NEW BRUNSWICK, NJ — Alie Kanu was on his way to completing high school in 2011 when his older brother died.
That Kanu had finished primary and much of secondary school in itself was a feat. He was born and raised in Congo Town, a poor community prone to seasonal flooding and without basic sanitary infrastructure, in the embattled West-African nation of Sierra Leone.
He was waiting for funding to come in to help him graduate high school when his brother, an apprentice to a bus driver, died due to kidney damage. Kanu had to quit school—that is, until he got involved with the nonprofit Compassion for Peace and Child Survival Sierra Leone.
Willietta Gombeh, a New Brunswick High School senior, is a co-founder of the group. Among other things, it aims to provide education to children in Sierra Leone and push for better living conditions.
For Kanu, the nonprofit was something of a godsend. It enabled him to tackle his final high-school exams and press on to pursue a college degree in business administration.
For Gombeh, the mission is as personal as it gets. She was born in Sierra Leone
“I was extremely fortunate to have moved to the United States at a young age and enjoy opportunities not generally accessible in Sierra Leone,” she said in a statement. “For this reason, I feel responsible to help make Sierra Leone a better, safer, healthier place.”
Compassion for Peace and Child Survival in Sierra Leone launched in 2005. Gombeh, who was just a child at the time, helped start the nonprofit with her uncle, Joseph Gbao, to help children and those with AIDS, Ebola, disabilities and in the prostitution world.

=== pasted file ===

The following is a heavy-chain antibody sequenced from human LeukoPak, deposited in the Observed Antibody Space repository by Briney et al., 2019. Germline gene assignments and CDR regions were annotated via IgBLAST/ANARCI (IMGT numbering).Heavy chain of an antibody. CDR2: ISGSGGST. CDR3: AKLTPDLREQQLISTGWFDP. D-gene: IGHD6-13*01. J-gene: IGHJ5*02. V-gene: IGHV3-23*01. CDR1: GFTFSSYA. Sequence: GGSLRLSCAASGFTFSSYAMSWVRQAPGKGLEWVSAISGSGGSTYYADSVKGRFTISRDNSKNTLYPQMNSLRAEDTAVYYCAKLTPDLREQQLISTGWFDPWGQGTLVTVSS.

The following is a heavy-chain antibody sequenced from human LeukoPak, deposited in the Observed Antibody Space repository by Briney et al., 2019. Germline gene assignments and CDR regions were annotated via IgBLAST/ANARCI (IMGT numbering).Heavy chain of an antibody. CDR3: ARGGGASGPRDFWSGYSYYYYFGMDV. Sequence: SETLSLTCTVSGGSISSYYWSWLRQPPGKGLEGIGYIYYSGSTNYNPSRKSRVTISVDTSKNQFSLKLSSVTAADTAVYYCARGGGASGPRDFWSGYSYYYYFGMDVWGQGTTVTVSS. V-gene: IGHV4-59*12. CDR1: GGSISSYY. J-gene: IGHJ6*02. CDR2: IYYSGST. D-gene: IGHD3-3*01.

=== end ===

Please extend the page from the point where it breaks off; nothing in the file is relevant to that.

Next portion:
The group formed in the wake of a bloody civil war that consumed Sierra Leone from 1991 to 2002. Rough counts estimate that the feud killed anywhere between 50,000 and 300,000 people and displaced as many as 2.5 million.
To that end, Gombeh’s work also centers on helping the victims of the war to repair their lives. The group partners with medical professionals, police, teachers, religious institutions and businesses to make that happen.
The high-school student’s primary role in the nonprofit is to “globalize” its impact, according to its website. Indeed, the group partners with donors, educators and volunteers throughout the world.
Gombeh has become as much of a source of pride in the city as she has an agent of change.
“Willietta’s activism and commitment to children in West Africa proves that anyone is capable of making a real difference in the world we live in,” Ken Redler, her high-school principal, said in a statement. “We’re extremely fortunate that she is a part of our school community. Willietta is an inspiring young woman and role model.”
But praise for the young woman’s actions isn't limited to the Hub City. In 2016, for example, Bank of America named her a top student leader.
Where does this drive come from? Gombeh, according to the nonprofit, has had a “relatively easy life”—and she wants to empower those in her birth country to live their best possible lives. That means people like Kanu, who will never have to wonder what could have been had he earned his degree.